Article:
Following heart surgery, a complex web of transitional care needs develops, from nutritional changes to incision care, managing pain, swelling reduction, and more. The last thing a person wants after coming back home after such a traumatic event is to face the need for rehospitalization. Will you know what to do after heart surgery if the need arises?
To help ensure your senior loved one recovers completely and as quickly as possible after heart surgery, read through the following recommendations for effective transitional recovery:
Caring for the Incision
Details on how to care for the incision will be supplied before being discharged from the hospital. Issues to be aware of include:
- Occasionally, a lump or swelling appears at the top of the chest incision, and can take several months to go away altogether.
- Always keep the incision clean and dry. The incision can be gently washed (don’t rub) with soap. Do not use lotions or creams on incisions until healing is complete.
- If the incision is healing and dry, brief showers (no more than ten minutes) are typically allowed. If there are sutures in the chest, stand with back to the shower spray.
- If showers are not accessible, quick baths (limited to 10 minutes) may be taken.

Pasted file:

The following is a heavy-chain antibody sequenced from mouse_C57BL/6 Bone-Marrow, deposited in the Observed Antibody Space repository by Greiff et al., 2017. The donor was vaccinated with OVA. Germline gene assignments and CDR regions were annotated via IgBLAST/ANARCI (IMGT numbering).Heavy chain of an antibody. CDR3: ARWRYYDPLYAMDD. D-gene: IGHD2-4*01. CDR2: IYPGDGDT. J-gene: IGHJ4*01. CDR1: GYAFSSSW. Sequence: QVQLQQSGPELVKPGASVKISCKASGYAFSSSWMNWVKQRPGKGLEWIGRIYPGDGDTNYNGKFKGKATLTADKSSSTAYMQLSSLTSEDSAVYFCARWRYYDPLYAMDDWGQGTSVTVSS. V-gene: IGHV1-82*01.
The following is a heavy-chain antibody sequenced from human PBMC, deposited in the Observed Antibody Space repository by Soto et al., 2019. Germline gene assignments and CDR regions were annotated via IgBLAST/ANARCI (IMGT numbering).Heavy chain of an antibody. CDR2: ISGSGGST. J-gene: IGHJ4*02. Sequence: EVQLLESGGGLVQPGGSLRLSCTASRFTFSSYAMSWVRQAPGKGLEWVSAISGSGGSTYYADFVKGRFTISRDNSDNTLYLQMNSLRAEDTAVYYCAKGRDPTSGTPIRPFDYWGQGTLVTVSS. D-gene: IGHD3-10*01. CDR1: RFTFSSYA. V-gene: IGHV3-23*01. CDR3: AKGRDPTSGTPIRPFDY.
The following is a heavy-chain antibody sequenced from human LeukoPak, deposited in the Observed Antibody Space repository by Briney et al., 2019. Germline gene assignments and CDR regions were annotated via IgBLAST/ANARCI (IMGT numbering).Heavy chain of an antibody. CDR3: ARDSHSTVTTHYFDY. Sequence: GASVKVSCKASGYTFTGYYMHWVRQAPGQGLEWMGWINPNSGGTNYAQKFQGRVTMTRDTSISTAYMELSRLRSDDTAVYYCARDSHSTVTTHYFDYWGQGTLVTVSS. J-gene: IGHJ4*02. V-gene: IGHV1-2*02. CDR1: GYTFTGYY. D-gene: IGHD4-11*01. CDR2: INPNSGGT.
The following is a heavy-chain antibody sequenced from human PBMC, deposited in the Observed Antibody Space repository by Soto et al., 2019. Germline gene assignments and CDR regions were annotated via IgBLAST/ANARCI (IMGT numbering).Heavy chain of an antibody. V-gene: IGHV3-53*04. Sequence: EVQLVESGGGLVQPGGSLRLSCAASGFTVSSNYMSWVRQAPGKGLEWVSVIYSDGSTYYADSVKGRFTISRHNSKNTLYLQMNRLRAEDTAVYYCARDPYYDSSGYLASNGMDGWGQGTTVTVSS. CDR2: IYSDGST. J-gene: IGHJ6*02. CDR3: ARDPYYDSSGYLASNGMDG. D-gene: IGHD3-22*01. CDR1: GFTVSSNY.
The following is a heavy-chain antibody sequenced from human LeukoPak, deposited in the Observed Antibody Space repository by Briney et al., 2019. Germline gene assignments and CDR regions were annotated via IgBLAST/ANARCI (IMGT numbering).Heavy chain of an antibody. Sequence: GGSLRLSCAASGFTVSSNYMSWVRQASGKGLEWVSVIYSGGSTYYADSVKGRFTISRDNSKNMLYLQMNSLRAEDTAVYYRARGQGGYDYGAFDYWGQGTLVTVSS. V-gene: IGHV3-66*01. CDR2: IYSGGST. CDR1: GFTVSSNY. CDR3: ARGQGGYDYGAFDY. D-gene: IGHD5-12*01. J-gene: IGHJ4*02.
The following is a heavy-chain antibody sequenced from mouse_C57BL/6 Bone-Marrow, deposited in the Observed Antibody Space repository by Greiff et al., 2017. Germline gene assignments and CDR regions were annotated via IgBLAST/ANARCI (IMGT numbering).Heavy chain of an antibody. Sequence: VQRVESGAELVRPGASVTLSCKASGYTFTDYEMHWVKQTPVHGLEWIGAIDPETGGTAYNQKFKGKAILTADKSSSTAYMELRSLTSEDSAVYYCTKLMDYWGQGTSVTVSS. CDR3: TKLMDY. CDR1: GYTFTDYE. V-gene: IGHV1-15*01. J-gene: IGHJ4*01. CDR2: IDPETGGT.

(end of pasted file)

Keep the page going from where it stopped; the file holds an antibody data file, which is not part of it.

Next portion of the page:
- Avoid extreme cold or hot water temperatures, as they can cause faintness.
At first, there may be some muscle or incision discomfort in the chest area during physical activity, but there should not be pain in the chest similar to the pain before surgery.
- A prescription for a pain medicine will be given prior to leaving the hospital.
- Itching, tightness and/or numbness along the incision are common after surgery.
- Walking, daily activities, and time will help to reduce leg discomfort and stiffness.
- If the surgery was bypass surgery, and if vein grafts from the legs were used, there may be more pain in the legs than around the chest incision.
It is possible to go back home with some level of swelling in the legs and feet, especially if vein grafts were taken from the legs. If swelling is noted:
- Lift feet higher than heart level when resting. Try to do this three times a day for one hour to decrease swelling. (Note: recliners do not sufficiently elevate feet.)
- Hospital support hose may be advised.
- Do not cross legs while lying in bed or sitting. This places pressure on the veins underneath the knees and slows down blood flow.
- Walk daily even if legs are swollen.
The recovery and transitional care time period can be a daunting time and you may be tempted to call the doctor over each and every discomfort or symptom. Below are the symptoms that warrant a call to the doctor right away:
- Unusual pain or other symptoms not alleviated by medications.
- If the sternum feels like it moves, or it pops or cracks with movement.
- Significant oozing, redness, swelling or tenderness at the incision sites.
- Increased fatigue or shortness of breath.
- Temperature above 101 degrees F on more than one occasion or chills for 24 hours.
The professional home care team at CareFor can help significantly in keeping an older adult on the road to recovery after heart surgery by providing personal care services, helping with light housework and preparing heart-healthy meals, running errands, picking up medications, and so much more. Contact us at (512) 338-4533 to learn more about how we can help with customized home care services in Waco, San Antonio, Austin, and the surrounding areas.